To investigate whether NFIX promotes indirect neurogenesis and IPC production during the development of the cerebral cortex, we focused predominantly on the ammonic neuroepithelium of the hippocampus. This region was chosen for two reasons; first, NFIX expression within the ventricular zone (VZ) and subventricular zone (SVZ) of the cerebral cortex exhibits a gradient, such that expression is highest in the caudomedial cortex, particularly within the presumptive hippocampal primordium (Fig. 1A,B); second, newly generated neurons from the ammonic neuroepithelium (predominantly pyramidal neurons) migrate only a short distance radially before settling in the cornu ammonis (CA) region (Altman and Bayer, 1990), rendering it a simpler model of development than the six-layered neocortex.
Previous studies have demonstrated that neural progenitor cells in the hippocampal neuroepithelium express NFIX during development from at least E13.5 onwards (Heng et al., 2014); however, the cell type-specific identity of these cells has not been established. The transition of radial glia to IPCs during development is demarcated by the sequential expression of PAX6 then TBR2 (EOMES) (Englund et al., 2005). We classified radial glia as PAX6+ TBR2– rather than using PAX6 expression alone as a marker for these cells, thereby excluding newborn radial glia-derived IPCs that also express low to moderate levels of PAX6 (Arai et al., 2011). Co-immunofluorescence at E14.5 (Fig. 1C) revealed that radial glia express NFIX (209/209 cells), as did the vast majority of IPCs (TBR2+ nuclei; 208/209 cells). Moreover, the expression of NFIX was maintained in radial glia and IPCs throughout the stages of the cell cycle, including mitosis (Fig. S1). This same expression pattern was also observed at E13.5 and E15.5 (Fig. S1).
Delayed IPC development in Nfix−/− mice
We have previously reported elevated numbers of PAX6+ cells (indicative of increased numbers of radial glial cells) and delayed neuronal differentiation in the hippocampus of Nfix−/− mice at E16.5 (Heng et al., 2014). It remained unclear, however, when these developmental defects first become apparent and which stage of the lineage transition from a stem cell to a mature neuron is affected in these mice. Using PAX6 and TBR2 colabeling, we investigated how the numbers of radial glial cells in the ammonic neuroepithelium of Nfix−/− mice change from the onset of hippocampal neurogenesis at E13.5 to the peak of neurogenesis at E15.5. Relative to controls, we found significantly more radial glia (PAX6+ TBR2–) in Nfix−/− mice at E13.5, E14.5 and E15.5 (Fig. 2A-E). Moreover, the magnitude of the change was smallest at E13.5 (P=0.022) and progressively increased at E14.5 (P=0.0096) and E15.5 (P=0.014), from which we infer that the lack of Nfix culminates in an ongoing (rather than a temporally restricted) delay in the transition of radial glia into IPCs. In support of this, we found fewer IPCs at E13.5 in Nfix−/− mice than in controls (P=0.00013) (Fig. 2F), demonstrating that radial glia generate IPCs less efficiently in these mice. By E14.5 and E15.5, the total number of IPCs in Nfix−/− mice was comparable to that in wild type (Fig. 2F), probably because the increased size of the radial glial pool resulted in an increase in the absolute number of IPC-generating divisions. However, measured as a proportion of all cell types in the VZ/SVZ, the number of IPCs remained reduced at E15.5 in Nfix−/− mice (data not shown).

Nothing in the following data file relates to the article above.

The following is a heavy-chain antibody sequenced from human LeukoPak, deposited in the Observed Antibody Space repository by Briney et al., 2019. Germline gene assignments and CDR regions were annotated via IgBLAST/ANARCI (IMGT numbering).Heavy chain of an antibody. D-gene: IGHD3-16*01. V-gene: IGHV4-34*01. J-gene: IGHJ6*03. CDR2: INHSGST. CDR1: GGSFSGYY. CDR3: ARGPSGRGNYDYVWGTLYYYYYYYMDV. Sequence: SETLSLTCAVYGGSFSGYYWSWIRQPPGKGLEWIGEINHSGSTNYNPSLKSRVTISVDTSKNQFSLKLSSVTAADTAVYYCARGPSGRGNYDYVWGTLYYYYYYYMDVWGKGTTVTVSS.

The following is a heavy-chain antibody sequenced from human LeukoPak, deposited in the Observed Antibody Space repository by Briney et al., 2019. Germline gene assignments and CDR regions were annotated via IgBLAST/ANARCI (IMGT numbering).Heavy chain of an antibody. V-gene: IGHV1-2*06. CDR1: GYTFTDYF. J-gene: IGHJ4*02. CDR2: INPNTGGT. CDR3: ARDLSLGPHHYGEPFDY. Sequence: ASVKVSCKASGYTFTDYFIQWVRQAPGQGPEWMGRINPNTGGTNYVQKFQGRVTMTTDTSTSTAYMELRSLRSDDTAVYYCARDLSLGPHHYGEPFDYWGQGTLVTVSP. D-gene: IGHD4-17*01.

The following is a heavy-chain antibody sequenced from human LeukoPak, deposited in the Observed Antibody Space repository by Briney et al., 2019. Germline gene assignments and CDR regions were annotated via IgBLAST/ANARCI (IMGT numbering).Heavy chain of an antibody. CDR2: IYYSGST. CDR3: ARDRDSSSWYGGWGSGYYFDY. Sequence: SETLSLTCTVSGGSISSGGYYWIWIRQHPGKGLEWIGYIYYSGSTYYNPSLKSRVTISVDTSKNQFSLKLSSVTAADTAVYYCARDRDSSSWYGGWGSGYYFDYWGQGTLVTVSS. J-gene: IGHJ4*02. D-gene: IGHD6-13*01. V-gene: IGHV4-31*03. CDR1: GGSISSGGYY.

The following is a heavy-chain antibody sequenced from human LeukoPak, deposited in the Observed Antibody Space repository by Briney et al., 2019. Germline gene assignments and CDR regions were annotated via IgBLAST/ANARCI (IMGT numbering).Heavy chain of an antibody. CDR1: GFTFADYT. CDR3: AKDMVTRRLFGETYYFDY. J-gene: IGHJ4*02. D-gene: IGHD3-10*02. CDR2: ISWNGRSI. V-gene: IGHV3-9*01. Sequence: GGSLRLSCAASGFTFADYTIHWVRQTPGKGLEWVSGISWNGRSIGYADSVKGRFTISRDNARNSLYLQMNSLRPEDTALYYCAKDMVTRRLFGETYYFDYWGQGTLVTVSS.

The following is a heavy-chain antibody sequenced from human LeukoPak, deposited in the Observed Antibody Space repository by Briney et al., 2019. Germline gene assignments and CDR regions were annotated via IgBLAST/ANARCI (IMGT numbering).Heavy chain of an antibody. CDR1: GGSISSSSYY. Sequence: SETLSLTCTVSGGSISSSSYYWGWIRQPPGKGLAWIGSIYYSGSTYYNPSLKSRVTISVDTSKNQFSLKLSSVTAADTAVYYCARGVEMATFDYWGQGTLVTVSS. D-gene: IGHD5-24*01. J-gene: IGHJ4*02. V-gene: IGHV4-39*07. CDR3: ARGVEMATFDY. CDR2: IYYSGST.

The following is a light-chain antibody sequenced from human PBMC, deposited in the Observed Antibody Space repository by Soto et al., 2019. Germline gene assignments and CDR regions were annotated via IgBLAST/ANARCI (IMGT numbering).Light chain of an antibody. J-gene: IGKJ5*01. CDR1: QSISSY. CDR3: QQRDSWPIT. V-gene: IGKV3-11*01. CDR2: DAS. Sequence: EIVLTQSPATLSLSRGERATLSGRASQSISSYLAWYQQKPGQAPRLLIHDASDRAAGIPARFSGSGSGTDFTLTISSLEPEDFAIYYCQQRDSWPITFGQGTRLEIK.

Collectively, these data suggest that Nfix-deficient radial glial cells undergo increased self-expanding divisions and reduced IPC-generating divisions during early hippocampal development. To examine this further, we performed birth-dating experiments by injecting time-mated dams with the DNA analog BrdU at E13.5 before sacrificing embryos 24 h later, thereby labeling all proliferating cells (predominantly radial glia) that were in S-phase at the time of injection, as well as their progeny. We found that 24 h later (at E14.5), there were substantially fewer IPCs generated by BrdU-labeled radial glia in Nfix−/− mice than in controls (Fig. 2G; P=0.0001).
The impaired IPC development observed in Nfix−/− mice could potentially occur as a result of increased direct neurogenesis from radial glia, similar to that observed in Elp3 conditional knockout mice (Laguesse et al., 2015). To determine whether this was the case we performed a 48 h BrdU chase experiment (labeling with BrdU from E13.5). There were significantly fewer BrdU+ cells that had exited the cell cycle (BrdU+ Ki67–) in mutant mice relative to controls at E15.5 (P=0.00016; Fig. 2H-J). This argues that the impaired IPC development in Nfix−/− mice is not offset by an increase in direct neurogenesis. Indeed, a significantly greater number of BrdU+ cells remained as PAX6+ TBR2− radial glia at E15.5 (P=2.2×10−5). These data, coupled with the expansion of the radial glial population from E13.5-E15.5, support the hypothesis that Nfix-deficient radial glia undergo more self-expanding divisions at the expense of IPC development during this stage of hippocampal development.
Nfix-deficient radial glia have a longer S-phase
We next posited that Nfix-deficient radial glial cells should display cellular characteristics associated with fewer IPC-generating divisions. Interestingly, a recent study revealed that radial glia committed to neurogenic divisions have a shorter S-phase (1.8 h) than radial glia during self-expanding divisions (8 h) (Arai et al., 2011). To further assess if NFIX promotes IPC production, we measured S-phase duration as a proxy for the frequency of neurogenic divisions. We hypothesized that the population of Nfix-deficient radial glia would exhibit a longer average S-phase due to the reduction in neurogenic divisions. To test this, we performed consecutive injections of the S-phase markers EdU and BrdU at E14.5 to determine the relative rate of progression through S-phase, as well as cell cycle duration (see Materials and Methods, Fig. 3A-C) (Martynoga et al., 2005). We identified radial glia as TBR2− nuclei in the VZ, defined as the region apical to the thick band of TBR2+ cells (Fig. 3C). Consistent with our hypothesis, Nfix−/− radial glia had a significantly longer S-phase than wild-type radial glia (P=0.025; Fig. 3D). Total cell cycle duration in Nfix−/− radial glia was not significantly different (P=0.051; Fig. 3E), nor was G1/G2/M phase length (P=0.11; Fig. 3F). Thus, the increased S-phase duration further indicates that Nfix−/− radial glia undergo proportionally fewer IPC-generating divisions during the period of peak neurogenesis.